Coffee #8: Gimme! Coffee Bolivia Coroico Varios Organic

  • Roaster: Gimme! Coffee
  • Coffee: Bolivia Coroico Varios Organic
  • Process: Washed
  • Origin: Bolivia, Caranavi, North Yungas, Coroico
  • Variety: Caturra Red/Yellow, Tipica, Catuai
  • Parameters: Clever, 6,5 grams coffee beans per 100ml water, ~2 minutes and 30 seconds
  • Tasted: 30th March 2013

Gimme! Coffee Colombia Finca San Luis La Gloria

As I receive my fresh Bolivia-brew in NoLIta the nose already put across soft nuances and fruit. The roasting adds to fine chocolate aroma spectrum of light toffee and cocoa, then adds onto a osage orange fruitiness. It’s an aroma spectrum that is hard to find words for, whereas it is nevertheless dreadfully engaging and attractive.

Initially the palate is rather darker than the nose advocates. After the first good touch of sweetness there’s a little green apple, almost tannin-like sensation on the mid-palate. The acidity is absolutely balanced, but is underlying this cups intense flavor intensity, a flavor intensity that plays out loud in high-notes without really losing focus or breaking the overall structure. Followed by the steady and soft slippery body is a suitable fair arrangement of roast bitterness.

Like mentioned above, this cup is extremely engaging and makes a coffee nerd like myself truly content in being one. Gimme! Coffee persists on bringing me coffees where I within seconds, when the coffee is still hot, can sense the stunning epic that is about to go down. With consistency and quality Gimme! Coffee continues to impress!

Coffee #7: Gimme! Coffee Leftist Espresso Blend

  • Roaster: Gimme! Coffee
  • Coffee: Leftist Espresso Blend
  • Origin: Mixed
  • Variety: Mixed
  • Roasted: 1st April 2013
  • Parameters: Espresso
  • Tasted: 5th April 2013

Gimme! Coffee Leftist Espresso Blend

The light brown crema is like a jacket, topping the more or less perfect-looking espresso.

On the nose there’s plenty of action. Fascinatingly there are aromas of citrussy grape along with, caramelized almonds and coffee roast. I’m thrilled to dive into my shot!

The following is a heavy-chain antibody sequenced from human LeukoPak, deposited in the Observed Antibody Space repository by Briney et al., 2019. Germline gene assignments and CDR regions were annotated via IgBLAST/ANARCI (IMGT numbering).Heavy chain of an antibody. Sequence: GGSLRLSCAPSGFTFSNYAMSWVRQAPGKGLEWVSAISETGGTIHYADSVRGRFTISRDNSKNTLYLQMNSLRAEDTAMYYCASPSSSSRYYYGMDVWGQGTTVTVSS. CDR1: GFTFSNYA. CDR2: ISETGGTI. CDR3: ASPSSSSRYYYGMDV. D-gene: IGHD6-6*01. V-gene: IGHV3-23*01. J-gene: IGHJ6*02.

Oily the viscous cup of coffee hangs back on my mid-palate with a fairly distinct bitterness. This batch was just roasted, and I can tell by the top-notch acidity spotlighting on the end part of my tongue. The formation of this fruity espresso is held together by an incredibly balanced sweetness. A transaction from fruit to roast characters is made on in a long finish.

A superb drop-in at Gimme! Coffee in NoLIta. This place grasps both brews and espresso with vast accuracy. To bring out this espresso its true potential, and further enhancement, I would’ve like to see slightly longer rested beans, to give the roasted character spectrum an opportunity to connect and in balance interlace with the high-notes of fruit. Always a pleasure Gimme! Coffee.

Wine #32: 1993 Opus One

  • Producer: Opus One
  • Style: Dry red wine
  • Grapes: 89% Cabernet Sauvignon, 7% Cabernet Franc and 4% Merlot
  • Vintage: 1993
  • ABV: 13,5%
  • Origin: USA, California, Napa Valley
  • Tasted: 11th April 2012

1993 Opus One

The wine has a vivid see-through garnet color with an observable strenuous core.

It is with a fragrant pride this wine leads me through a heady scent of black currants, eucalyptus, candy-like red berries and a delicate vanilla and oak spice derived from oak. The multifaceted compote of fruits arranges the undoubtedly develop nose.

On the palate Opus One is nothing short of elegant. With superb structure there’s a high fine-tuned acidity, a medium delicate Bordeaux-body and attention-grabbing high fruit concentration. By now the tannins are silky, sleek and on par with the medium-level body. The characters divulge a classic concerto of cassis, cedar tree, cigar box and a faint vanilla. Before the inevitable fade, cedar and cassis persists to ram on the elongated finish.

Next to 1993 Château Mouton Rothschild, this is a classic wine, with elegant wine-making and great fruit concentration – without difficulty mistaken for a left bank-Bordeaux on finer quality. Even though Opus One today still brings with elegant wine-making and a great fruit concentration in recent vintages, I can’t help to think that a wine of this class is a dying breed in California. This is to date still one of the finer and astonishingly elegant U.S. wines I’ve had. Bearing in mind 1993 is a lesser vintage in Bordeaux, my colleagues agrees that 1993 Opus One at present simply outscores Mouton. If you stumble upon a even-matured bottle, this will continue to drink fine for a year or two.

94p – Outstanding

Coffee #6: Gimme! Coffee Colombia Finca San Luis La Gloria

  • Roaster: Gimme! Coffee
  • Coffee: Colombia Finca San Luis La Gloria
  • Process: Washed
  • Origin: Colombia, Tolíma, Líbano
  • Variety: Caturra
  • Parameters: Clever, 6,5 grams coffee beans per 100ml water, ~2 minutes and 30 seconds
  • Tasted: 26th March 2013

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Gimme! Coffee at Mott Street.